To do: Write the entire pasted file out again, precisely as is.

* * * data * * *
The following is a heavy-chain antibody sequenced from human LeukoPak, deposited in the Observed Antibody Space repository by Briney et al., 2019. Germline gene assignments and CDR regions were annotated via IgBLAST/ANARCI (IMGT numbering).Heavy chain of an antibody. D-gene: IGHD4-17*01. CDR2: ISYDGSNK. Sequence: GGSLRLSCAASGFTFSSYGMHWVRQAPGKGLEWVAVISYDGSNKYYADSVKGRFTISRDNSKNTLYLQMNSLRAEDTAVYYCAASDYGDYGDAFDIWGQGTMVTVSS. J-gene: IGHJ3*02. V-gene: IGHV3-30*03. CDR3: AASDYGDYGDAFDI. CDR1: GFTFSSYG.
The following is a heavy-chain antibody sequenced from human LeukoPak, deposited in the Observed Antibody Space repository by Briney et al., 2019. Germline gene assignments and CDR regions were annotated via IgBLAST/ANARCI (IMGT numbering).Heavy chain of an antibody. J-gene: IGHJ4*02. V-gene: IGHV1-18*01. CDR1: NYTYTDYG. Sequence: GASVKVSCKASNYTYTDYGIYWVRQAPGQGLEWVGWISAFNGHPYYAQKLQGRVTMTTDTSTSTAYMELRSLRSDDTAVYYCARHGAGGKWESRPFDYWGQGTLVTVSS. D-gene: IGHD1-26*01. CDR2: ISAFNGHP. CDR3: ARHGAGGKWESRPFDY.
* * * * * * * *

The following is a heavy-chain antibody sequenced from human LeukoPak, deposited in the Observed Antibody Space repository by Briney et al., 2019. Germline gene assignments and CDR regions were annotated via IgBLAST/ANARCI (IMGT numbering).Heavy chain of an antibody. D-gene: IGHD4-17*01. CDR2: ISYDGSNK. Sequence: GGSLRLSCAASGFTFSSYGMHWVRQAPGKGLEWVAVISYDGSNKYYADSVKGRFTISRDNSKNTLYLQMNSLRAEDTAVYYCAASDYGDYGDAFDIWGQGTMVTVSS. J-gene: IGHJ3*02. V-gene: IGHV3-30*03. CDR3: AASDYGDYGDAFDI. CDR1: GFTFSSYG.
The following is a heavy-chain antibody sequenced from human LeukoPak, deposited in the Observed Antibody Space repository by Briney et al., 2019. Germline gene assignments and CDR regions were annotated via IgBLAST/ANARCI (IMGT numbering).Heavy chain of an antibody. J-gene: IGHJ4*02. V-gene: IGHV1-18*01. CDR1: NYTYTDYG. Sequence: GASVKVSCKASNYTYTDYGIYWVRQAPGQGLEWVGWISAFNGHPYYAQKLQGRVTMTTDTSTSTAYMELRSLRSDDTAVYYCARHGAGGKWESRPFDYWGQGTLVTVSS. D-gene: IGHD1-26*01. CDR2: ISAFNGHP. CDR3: ARHGAGGKWESRPFDY.